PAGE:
doctor showing WHEM hub and spoke on ipad

The Webb Health Equity Model

How Innovation And A New Care Delivery Model Are Addressing Health Equity And Transforming The Way Public Hospitals Deliver Care

The pandemic has highlighted our nation’s continuing struggle with health equity.

According to the CDC, the number of individuals who have died from COVID-19 in the U.S. are disproportionately “Hispanic or Latino, non-Hispanic Black, and non-Hispanic American Indian or Alaska Native.”1 These underserved minority groups are victims of ineffective policies and a failed healthcare delivery system, the impact from which includes reduced access to affordable care, increased chronic disease, and poorer outcomes. 2

The good news is that progress is being made—just not where some might suspect. Instead of large health systems with well-funded foundations, the most innovative transformations have come from public safety net hospitals— so called “last resort” hospitals. At a time when others talk about using innovation to reduce health inequity, address disparities, improve the health of populations, and reduce costs; community hospitals have succeeded in building a highly effective model. What they’re doing is quite remarkable and completely repeatable in communities across the country.

The Webb Health Equity Model (WHEM)*

whem illustration
whem illustration

In 2015, Joseph Webb, DSc, FACHE, CEO at Nashville General Hospital (NGH), developed the Webb Health Equity Model (WHEM), a healthcare delivery process founded on the principles of evidence-based management. EBM is the “systematic application of the best available evidence to management decision-making, aimed at improving the performance of healthcare organizations.”3 As part of this approach, WHEM leverages the Patient Centered Medical Home (PCMH/PCSP) and Chronic Care Model to bring wholistic, proactive healthcare and prevention to the individual where they live—in the community. 

*WHEM is a model that addresses health disparities in both urban and rural communities through an evidence-based healthcare delivery approach.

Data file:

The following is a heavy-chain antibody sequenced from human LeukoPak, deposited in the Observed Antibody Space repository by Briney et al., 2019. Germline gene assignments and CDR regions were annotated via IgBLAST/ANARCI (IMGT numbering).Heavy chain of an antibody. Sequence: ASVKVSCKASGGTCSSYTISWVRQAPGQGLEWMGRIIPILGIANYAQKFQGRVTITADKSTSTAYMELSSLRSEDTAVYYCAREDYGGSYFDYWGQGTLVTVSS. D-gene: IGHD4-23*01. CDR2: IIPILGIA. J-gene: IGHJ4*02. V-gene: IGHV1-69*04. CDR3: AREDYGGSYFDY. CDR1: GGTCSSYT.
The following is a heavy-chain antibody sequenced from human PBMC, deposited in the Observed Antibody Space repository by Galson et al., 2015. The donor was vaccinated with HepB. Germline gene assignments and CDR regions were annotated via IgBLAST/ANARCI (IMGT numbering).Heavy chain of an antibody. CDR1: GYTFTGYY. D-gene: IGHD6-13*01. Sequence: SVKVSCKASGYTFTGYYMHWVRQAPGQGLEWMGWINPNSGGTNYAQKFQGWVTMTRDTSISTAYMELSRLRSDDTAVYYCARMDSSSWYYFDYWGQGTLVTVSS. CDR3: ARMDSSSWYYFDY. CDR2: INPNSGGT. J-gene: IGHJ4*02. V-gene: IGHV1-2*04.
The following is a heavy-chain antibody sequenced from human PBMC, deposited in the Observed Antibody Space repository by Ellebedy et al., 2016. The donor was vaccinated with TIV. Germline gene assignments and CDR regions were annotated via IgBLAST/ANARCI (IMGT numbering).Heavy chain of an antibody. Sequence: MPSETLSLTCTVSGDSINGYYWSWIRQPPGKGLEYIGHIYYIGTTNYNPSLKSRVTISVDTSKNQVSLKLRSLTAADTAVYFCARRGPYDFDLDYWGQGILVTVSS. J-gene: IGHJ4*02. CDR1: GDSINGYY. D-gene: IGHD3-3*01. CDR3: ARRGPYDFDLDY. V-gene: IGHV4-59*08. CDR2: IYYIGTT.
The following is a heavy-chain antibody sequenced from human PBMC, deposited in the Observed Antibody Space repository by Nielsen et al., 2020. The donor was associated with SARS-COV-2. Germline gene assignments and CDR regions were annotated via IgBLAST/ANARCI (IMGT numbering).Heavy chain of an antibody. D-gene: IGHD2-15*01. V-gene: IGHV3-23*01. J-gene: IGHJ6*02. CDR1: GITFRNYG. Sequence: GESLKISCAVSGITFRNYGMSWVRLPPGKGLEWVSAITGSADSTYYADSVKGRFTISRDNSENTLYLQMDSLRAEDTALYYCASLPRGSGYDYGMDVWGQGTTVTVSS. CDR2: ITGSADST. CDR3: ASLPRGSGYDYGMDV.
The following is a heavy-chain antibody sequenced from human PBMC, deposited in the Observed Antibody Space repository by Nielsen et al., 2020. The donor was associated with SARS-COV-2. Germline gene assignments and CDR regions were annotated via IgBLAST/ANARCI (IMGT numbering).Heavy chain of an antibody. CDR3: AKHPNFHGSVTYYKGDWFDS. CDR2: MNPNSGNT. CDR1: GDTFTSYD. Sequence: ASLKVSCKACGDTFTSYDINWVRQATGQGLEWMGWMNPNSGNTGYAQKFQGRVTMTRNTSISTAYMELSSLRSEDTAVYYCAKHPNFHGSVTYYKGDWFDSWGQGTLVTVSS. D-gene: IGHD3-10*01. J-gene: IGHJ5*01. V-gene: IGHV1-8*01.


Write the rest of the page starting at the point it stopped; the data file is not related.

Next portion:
Removing SDOH Barriers

Social determinants of health (SDOH) are considered the primary cause of health disparities across the country; they tend to correlate with health outcomes and mortality. For example, research shows that SDOH are closely correlated with an individual’s risk of getting type 2 diabetes, their chance of being diagnosed, and their likelihood of dying from disease-related issues.4 Fully integrated into WHEM, hospitals adopt clinical best practices for the treatment of chronic diseases like diabetes, hypertension, and respiratory illnesses. As part of this effort, they should collaborate with community initiatives such as Target: BP®, a program developed by the American Heart Association and the American Medical Association that focuses on reducing the “high prevalence of uncontrolled blood pressure.” 5

While it is a federal mandate that hospitals treat patients presenting in an Emergency Department (ED) regardless of their ability to pay, NGH voluntarily expands this option to patients no matter where they are in the care continuum. Cost should never be an obstacle to receiving appropriate healthcare. 

Food Pharmacies: Food as medicine

One of the foundational tenants of WHEM is preventing and managing chronic disease. This requires continuous care coordination from the emergency room to ambulatory care to home.

Nashville General Food Pharmacy

Food Pharmacy, which NGH has implemented as part of WHEM, is a prime example. The Food Pharmacy concept is like traditional food pantries in that they provide access to food for individuals living with food insecurity. But the Nashville General Food Pharmacy goes a step further by not only providing the individual with a food supply but educating individuals about which foods best fit within the care plan based on their chronic conditions.